Rights of affected persons during business rescue proceedings

  • For purposes of business rescue proceedings, the employee will, in certain circumstances, be a preferred unsecured creditor of the company.
  • Each creditor is entitled to notice of, and participation in, each court proceeding, decision or meeting. Each creditor also has the right to vote to amend, approve or reject a proposed business rescue plan and if such business rescue plan is rejected, a further right to either propose an alternative business rescue plan or present an offer to acquire the interests of any / all of the other creditors (who voted against the approval of the business rescue plan).
  • Creditors may form a creditor’s committee and are entitled to consult with the practitioner during the preparation of the business rescue plan. Voting by creditors occurs as follows:
  • a secured or unsecured creditor has a voting interest equal to the value of the amount owed; and
  • A concurrent creditor who would be subordinated in a liquidation has a voting interest equal to the amount that the creditor could reasonably expect to receive (the practitioner will request such amount to be independently and expertly appraised and valued).
  • Each shareholder (holder of any issued security) of the company is entitled to receive notice of, and to participate in, each court proceeding, decision or meeting. If a proposed business rescue plan alters the rights of any class of holders of securities in the company, at a meeting of such holders each person is entitled to vote to approve or reject such business rescue plan. If the business rescue plan is rejected, such holders may either propose the preparation of an alternative business rescue plan or present an offer to acquire the interests of any or all of the creditors or other holders, who voted against the approval of the business rescue plan, of the company’s securities.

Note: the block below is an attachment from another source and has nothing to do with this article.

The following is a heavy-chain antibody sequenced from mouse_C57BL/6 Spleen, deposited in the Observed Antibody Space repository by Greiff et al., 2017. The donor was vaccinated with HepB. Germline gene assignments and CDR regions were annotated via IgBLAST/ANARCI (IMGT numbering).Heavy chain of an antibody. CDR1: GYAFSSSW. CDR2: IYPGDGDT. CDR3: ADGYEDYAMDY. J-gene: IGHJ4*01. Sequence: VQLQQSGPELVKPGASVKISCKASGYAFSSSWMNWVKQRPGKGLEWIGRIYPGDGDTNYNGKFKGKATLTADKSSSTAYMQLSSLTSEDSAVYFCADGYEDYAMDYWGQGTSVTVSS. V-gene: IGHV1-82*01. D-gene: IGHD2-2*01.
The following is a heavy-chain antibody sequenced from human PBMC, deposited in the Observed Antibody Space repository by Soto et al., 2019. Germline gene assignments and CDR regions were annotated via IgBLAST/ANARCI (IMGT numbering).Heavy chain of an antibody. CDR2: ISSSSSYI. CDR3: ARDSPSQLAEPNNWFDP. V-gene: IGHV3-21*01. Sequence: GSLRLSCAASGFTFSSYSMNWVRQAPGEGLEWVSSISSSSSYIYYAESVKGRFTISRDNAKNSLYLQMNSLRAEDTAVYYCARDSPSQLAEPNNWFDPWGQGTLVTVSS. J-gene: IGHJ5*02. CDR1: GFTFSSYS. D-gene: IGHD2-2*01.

What you should know

Creditors and employees and/or its recognised trade union may form  committee and are entitled to consult with the practitioner during the preparation of the business rescue plan

In my next column I will unpack the Business Rescue Plan, various time periods that must be adhered too and the courts view and rulings on business rescue.

Juan Engelbrecht
Juan Engelbrecht is the founder and owner of Business Rescue Solutions, which specializes in business rescue. He has 20 yrs of corporate retailing, manufacturing and HR management experience and holds a fellow membership with the Business Advisors Association (IBA). For more information contact Juan on +27 (0)716799226 or email juan@businessrescuesolutions.co.za